If you would like to play a round of golf at the club, you may be able to do so Monday to Friday – holidays excepted. But you should call ahead to confirm availability and starting times (telephone: (852) 2812 -7070).
And please note: if you should hire a caddie, a modest “food and beverage halfway house levy for the caddies” is included. To clarify, the tipping of caddies is “expressly prohibited”.
Welcome to Deep Water Bay Beach!
One of the first things you will notice as you search for a spot to cross the street is a make-shift Taoist shrine to the side of the road.
Then it is across the street, where a beach, two food and beverage outlets, swimming pontoons, and barbecue pits await.
Food + Beverage
There are two outdoor cafes overlooking Deep Water Bay. Both are relaxed and friendly. Why not order something cool to drink while you check out the action on the beach below?
Lido Cucina Italiana
This open-air Italian eatery has outdoor seating with a view of the beach and the South China Sea. The menu includes pizza, pasta, a few other dishes, and beverages.
Lido Cucina Italiana – Ground Floor, West Block, Deep Water Bay Beach, Island Road, Deep Water Bay, Hong Kong Island. Telephone: (815) 2869-9631.
Situated on top of the changing rooms, stylish Thai cafe offers a bit more shelter from street noise.
The extensive menu focuses on Thai cuisine. I start with an order of prawn crackers with chili dipping sauce and a glass of Spanish sangria.
I continue with an order of Phad Thai and another glass of Spanish Sangria. The bill comes to HK$345 (roughly US$44.50). It’s a good thing they accept credit cards!
Because the eatery is situated on the roof, it has a magnificent view of the South China Sea. You can see the roller coasters of Ocean Park atop the hills across Deep Water Bay in the distance.
Coconuts – 2nd Floor, Beach Building, Deep Water Bay Beach, Island Road, Deep Water Bay, Hong Kong. Telephone: (815) 2812-1826.
Be Like a Local
Barbecuing is highly popular in Hong Kong, and there are 35 BBQ pits at the Southern end of the beach.
Get there early, however, as the sites fill up quickly. And brace yourself for noise, smoke, heat, and people that aren’t used to having to clean up after themselves.
The beach has changing rooms, and they are free. There are also outdoor showers. Unfortunately, there aren’t any lockers where you can stuff your stuff.
You can, however, rent beach umbrellas and lounge chairs at the food and beverage outlets.
Likewise, there are no mini-marts where pick up soft drinks or towels. So come prepared.
The key attraction: those three floating pontoons that you can swim out to.
When to Go
The beach is the only beach on Hong Kong Island that provides lifeguards year-round. Other beaches suspend lifeguard services from November through March.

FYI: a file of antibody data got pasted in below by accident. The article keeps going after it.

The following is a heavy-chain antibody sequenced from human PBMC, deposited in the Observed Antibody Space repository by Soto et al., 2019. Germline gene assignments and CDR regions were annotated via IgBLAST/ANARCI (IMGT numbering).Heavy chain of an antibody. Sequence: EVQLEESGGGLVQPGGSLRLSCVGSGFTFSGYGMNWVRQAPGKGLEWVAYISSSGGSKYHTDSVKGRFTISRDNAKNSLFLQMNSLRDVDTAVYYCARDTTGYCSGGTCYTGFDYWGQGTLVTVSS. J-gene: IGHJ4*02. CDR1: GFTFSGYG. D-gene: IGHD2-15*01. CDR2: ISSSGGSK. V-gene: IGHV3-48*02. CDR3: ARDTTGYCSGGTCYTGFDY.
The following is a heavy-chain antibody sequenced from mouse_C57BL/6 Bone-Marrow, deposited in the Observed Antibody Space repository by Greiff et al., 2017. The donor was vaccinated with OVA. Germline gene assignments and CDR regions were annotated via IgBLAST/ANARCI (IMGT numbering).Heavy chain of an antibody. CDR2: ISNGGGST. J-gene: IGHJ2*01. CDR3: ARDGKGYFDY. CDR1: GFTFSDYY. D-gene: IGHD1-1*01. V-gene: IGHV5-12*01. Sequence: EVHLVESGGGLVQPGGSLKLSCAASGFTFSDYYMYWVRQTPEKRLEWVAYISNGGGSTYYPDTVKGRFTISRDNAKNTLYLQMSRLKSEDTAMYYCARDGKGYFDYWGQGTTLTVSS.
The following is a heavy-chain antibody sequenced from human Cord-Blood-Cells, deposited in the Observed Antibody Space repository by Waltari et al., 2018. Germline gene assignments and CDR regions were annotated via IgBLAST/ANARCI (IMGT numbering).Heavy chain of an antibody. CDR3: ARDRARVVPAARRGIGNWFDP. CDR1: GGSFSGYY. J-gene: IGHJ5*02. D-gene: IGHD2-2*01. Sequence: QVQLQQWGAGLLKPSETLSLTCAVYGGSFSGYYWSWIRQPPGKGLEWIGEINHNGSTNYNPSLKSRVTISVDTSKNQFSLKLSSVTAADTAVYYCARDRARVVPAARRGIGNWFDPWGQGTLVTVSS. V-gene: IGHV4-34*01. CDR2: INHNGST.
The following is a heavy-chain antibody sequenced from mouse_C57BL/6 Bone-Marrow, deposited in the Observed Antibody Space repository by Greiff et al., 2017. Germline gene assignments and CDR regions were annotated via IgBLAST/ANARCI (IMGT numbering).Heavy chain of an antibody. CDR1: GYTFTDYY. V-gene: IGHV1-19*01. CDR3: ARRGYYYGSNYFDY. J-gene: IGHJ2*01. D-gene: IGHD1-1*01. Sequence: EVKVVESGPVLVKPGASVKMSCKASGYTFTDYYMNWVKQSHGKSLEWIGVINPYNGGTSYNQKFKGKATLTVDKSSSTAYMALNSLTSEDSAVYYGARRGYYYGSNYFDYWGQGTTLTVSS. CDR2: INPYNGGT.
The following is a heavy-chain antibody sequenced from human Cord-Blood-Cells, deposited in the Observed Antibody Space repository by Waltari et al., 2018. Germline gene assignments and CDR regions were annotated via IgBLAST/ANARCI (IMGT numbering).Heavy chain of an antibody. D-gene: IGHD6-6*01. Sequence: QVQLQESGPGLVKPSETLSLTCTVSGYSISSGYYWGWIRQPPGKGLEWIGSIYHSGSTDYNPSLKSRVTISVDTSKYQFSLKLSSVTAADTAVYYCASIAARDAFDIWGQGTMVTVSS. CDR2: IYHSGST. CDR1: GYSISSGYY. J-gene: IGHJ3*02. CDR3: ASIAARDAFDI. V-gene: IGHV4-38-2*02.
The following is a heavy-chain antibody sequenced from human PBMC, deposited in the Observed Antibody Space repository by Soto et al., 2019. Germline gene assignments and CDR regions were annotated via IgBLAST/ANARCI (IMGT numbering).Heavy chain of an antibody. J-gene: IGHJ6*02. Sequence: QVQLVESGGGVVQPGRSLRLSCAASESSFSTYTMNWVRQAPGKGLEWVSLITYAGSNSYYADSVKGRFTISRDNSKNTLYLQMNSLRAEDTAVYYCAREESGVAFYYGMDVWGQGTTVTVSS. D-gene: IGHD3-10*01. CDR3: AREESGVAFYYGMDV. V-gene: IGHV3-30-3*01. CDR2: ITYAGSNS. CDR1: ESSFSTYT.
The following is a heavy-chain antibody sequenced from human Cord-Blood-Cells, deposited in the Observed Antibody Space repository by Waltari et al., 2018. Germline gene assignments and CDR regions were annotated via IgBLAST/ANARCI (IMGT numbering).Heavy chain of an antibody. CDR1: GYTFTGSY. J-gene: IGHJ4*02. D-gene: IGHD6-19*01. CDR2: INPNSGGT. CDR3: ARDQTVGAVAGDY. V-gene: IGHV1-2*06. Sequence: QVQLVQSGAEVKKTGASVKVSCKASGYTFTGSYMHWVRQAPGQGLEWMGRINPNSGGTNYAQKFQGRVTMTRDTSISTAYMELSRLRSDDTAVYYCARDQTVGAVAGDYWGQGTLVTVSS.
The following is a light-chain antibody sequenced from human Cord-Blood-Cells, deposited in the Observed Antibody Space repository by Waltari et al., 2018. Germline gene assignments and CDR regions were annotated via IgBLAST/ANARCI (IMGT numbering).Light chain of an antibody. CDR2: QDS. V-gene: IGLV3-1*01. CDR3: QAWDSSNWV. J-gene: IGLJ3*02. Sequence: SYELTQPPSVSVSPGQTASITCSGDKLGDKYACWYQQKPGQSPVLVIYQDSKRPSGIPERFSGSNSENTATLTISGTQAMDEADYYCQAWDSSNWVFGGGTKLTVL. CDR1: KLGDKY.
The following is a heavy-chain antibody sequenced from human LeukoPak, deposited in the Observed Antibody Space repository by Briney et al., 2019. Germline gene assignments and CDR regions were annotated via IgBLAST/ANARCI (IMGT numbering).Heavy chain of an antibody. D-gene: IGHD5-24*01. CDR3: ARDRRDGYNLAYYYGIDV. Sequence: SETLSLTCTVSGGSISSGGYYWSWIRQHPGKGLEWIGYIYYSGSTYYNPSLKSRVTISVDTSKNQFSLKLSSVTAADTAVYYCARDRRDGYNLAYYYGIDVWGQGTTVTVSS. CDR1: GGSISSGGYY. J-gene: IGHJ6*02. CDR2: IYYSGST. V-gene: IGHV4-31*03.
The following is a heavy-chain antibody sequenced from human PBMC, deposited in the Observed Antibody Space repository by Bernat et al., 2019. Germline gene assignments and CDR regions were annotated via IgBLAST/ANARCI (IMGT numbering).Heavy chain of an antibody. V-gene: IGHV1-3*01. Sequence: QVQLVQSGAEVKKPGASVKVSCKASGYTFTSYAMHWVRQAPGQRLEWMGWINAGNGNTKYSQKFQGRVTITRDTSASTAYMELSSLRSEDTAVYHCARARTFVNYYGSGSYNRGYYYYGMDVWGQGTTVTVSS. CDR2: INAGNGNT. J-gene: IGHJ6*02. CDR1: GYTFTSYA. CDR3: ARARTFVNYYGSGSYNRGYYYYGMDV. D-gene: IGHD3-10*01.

You will see mostly elderly swimmers braving the chilly waters on even the coldest days of winter. Why not join them if you’ve got the stamina!
Life guards are on duty from 9 am to 6 pm from April through October. Hours are extended on Saturdays, Sundays, and public holidays in June, July, and August to between 8 am and 7 pm.
Lifeguards are on duty 8 am to 5 pm from November through March. Swimming pontoons are removed for maintenance December through February.
What I Love
Deep Water Bay is much less crowded than the more popular beaches at Repulse Bay and Stanley. It’s also much less touristy, offering a glimpse of the Real Hong Kong.
What I Hate
There aren’t any mini-marts or kiosks, where you can buy snacks, soft drinks, and other essentials at standard prices. You’ve got a patronize the food and beverage outlets.
There’s no place where you can check your stuff.
How to Get There
Several bus and mini-bus lines pass by Deep Water Bay on their way to and from the more popular and crowded beaches at Repulse Bay and Stanley.
Take the South Island MTR Line to the Ocean Park Station. From there, you can walk along the promenade to the beach, which will take 10 to 20 minutes.
If you don’t want to walk, take exit C, cross Island Road, and walk left. You will find a bus stop, where you can catch a bus or mini-bus or flag down a taxi.
If you take the bus, Deep Water Bay is only one short bus stop away. No problem if you have to stand!
You can also drive to the beach – paid parking is available. Or you can travel all the way by bus from Central, North Point, and Wah Fu (and intermediate points) on Hong Kong Island or Tsim Sha Tsui (and intermediate points) on the Kowloon Peninsula.
The key advantage of traveling by MTR is that you can avoid the brutal traffic jams that can plague beach-goers on sunny days during Hong Kong’s lengthy beach-going season.
There can be a mass exodus from beaches at twilight, and lines at bus stops can be long. Many buses and minibuses will be full by the time they reach Deep Water Bay.
You can either try to squeeze your way on board. Better yet, why not take a leisurely stroll along the promenade to the Ocean Park MTR Station?
This is the first in a series of mini guides to Hong Kong’s Best Beaches.